The Absolute Best Cacio e Pepe in New York

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Sandro’s off-the-menu cacio e pepe. Photo: Melissa Hom

Here, the best versions of the cucina povera classic pasta cacio e pepe, which may be more popular in New York these days than it is in Rome.

The Absolute Best

1. Sandro’s
306 E. 81st St., nr. Second Ave.; 212-288-7374

Cacio e pepe is just three ingredients: pasta, cheese, and pepper — four if you count the pasta cooking water, which you should since it’s the key to a smooth sauce. But there’s more to it than that. There’s the matter of getting hot pasta water and fatty cheese to play nice. There’s vigorous tossing and vigorous stirring. And there’s much precision shuffling of saute pans on and off the heat. In short, there is technique, the goal of which is a sharp and spicy emulsified sauce that clings to but doesn’t weigh down the pasta. All of this requires something like the quick thinking and lightning reflexes of an NBA point guard. Which may be why Sandro Fioriti, the Roman-expat chef, entrusts his off-the-menu cacio e pepe to no one in his kitchen but himself. His ultra-traditional version (spaghetti, Pecorino Romano, coarsely ground black pepper) strikes the right balance between sauce and pasta. The sauce is not too loose, not too viscous. Each particular strand of spaghetti seems to have been dipped in it the way bon bons are dipped into vats of tempered chocolate. It goes without saying that the spaghetti is cooked al dente, and served piping hot. If there’s a secret to his success, Fioriti isn’t spilling, but it must be practice and more practice — the 68-year-old chef has been making the dish almost his entire life, having gotten his start in the kitchens of Rome at the age of ten.

2. Hearth
403 E. 12th St., at First Ave.; 646-602-1300

Another off-the-menu sensation, Marco Canora’s cacio e pepe, made with spaghetti alla chitarra, is an out-and-out flavor bomb that gives the lie to the common refrain that pasta cacio e pepe is Italy’s baby-palate answer to mac and cheese. Canora uses olive oil (generally acceptable), finishes with butter (officially verboten, but used by more cooks than you’d think), and doesn’t skimp on the freshly ground black pepper. His C.E.P. should come with an NC-17 rating.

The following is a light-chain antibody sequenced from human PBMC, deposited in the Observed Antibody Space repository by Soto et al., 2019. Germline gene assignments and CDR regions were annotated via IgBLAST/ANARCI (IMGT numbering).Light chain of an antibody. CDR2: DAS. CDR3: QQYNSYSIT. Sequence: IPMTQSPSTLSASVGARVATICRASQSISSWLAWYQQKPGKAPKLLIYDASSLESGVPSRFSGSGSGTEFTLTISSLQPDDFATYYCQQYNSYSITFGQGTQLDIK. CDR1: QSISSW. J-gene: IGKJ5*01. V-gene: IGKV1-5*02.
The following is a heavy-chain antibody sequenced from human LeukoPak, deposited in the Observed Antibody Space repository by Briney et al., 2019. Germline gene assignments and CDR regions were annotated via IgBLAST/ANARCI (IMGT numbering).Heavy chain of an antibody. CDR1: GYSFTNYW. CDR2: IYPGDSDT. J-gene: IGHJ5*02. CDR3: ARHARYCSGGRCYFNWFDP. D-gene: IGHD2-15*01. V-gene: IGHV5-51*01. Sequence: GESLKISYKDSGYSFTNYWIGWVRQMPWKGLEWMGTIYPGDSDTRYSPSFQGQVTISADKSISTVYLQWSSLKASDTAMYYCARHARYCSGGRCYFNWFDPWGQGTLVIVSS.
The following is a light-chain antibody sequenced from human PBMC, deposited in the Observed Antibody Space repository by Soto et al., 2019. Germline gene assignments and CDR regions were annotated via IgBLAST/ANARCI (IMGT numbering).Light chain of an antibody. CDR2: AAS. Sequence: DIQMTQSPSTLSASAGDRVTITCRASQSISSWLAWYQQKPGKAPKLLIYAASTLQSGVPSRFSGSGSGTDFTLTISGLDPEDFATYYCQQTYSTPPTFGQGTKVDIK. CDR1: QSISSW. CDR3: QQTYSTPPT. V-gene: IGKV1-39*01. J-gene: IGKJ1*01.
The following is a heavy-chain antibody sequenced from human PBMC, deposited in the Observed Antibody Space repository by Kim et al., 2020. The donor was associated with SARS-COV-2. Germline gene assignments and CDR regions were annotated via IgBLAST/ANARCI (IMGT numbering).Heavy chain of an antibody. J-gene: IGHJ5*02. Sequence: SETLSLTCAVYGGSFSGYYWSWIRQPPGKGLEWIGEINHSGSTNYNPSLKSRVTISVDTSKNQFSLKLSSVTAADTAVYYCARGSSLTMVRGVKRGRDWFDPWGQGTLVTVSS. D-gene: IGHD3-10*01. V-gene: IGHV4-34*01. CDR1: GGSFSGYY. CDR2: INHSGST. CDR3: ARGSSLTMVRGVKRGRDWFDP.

3. Maialino
2 Lexington Ave., nr. 21st St.; 212-777-2410

Nick Anderer’s cacio e pepe is distinguished by the kitchen’s springy housemade tonnarelli (which would be even better if it had just a little more bite) and an unbelievably creamy sauce made, of course, without cream. It’s so popular, they offer it practically ’round the clock — at lunch and dinner, between lunch and dinner, and on the late-night menu. If that’s not enough, come back for breakfast and try the softly scrambled cacio e pepe eggs.

4. I Sodi
105 Christopher St., nr. Bleecker St.; 212-414-5774

Rita Sodi’s superbly textured spaghetti cacio e pepe is not too wet, not too dry, never clumpy, and well-peppered. According to Sodi, it’s her most popular pasta dish — which is saying a lot considering how good the other primi selections on her menu are.

5. Lupa
170 Thompson St., nr. Houston St.; 212-982-5089

Mario Batali put bavette cacio e pepe on the menu when he and Joe Bastianich opened Lupa way back in 1999. Which might be why some people who need to get out more think he invented the dish. It’s still as rich and satisfying as it was 16 years ago.

6. Momofuku Nishi
232 Eighth Ave., nr. 22nd St.; 646-518-1919

Italians have many pasta rules. One of them is no cream in the cacio e pepe. Ditto butter. So who knows what they would say about chickpea hozon, the cheesy, miso-like, fermented-chickpea paste that stands in for Pecorino Romano in Momofuku Nishi’s ceci e pepe? What we say: brilliant, innovative, and, yes, delicious. Respectful of tradition in its own way, too. And even if most Roman cacio e pepe scholars would not condone it, they could probably get behind chef Josh Pinsky’s springy housemade bucatini.

The Absolute Best Cacio e Pepe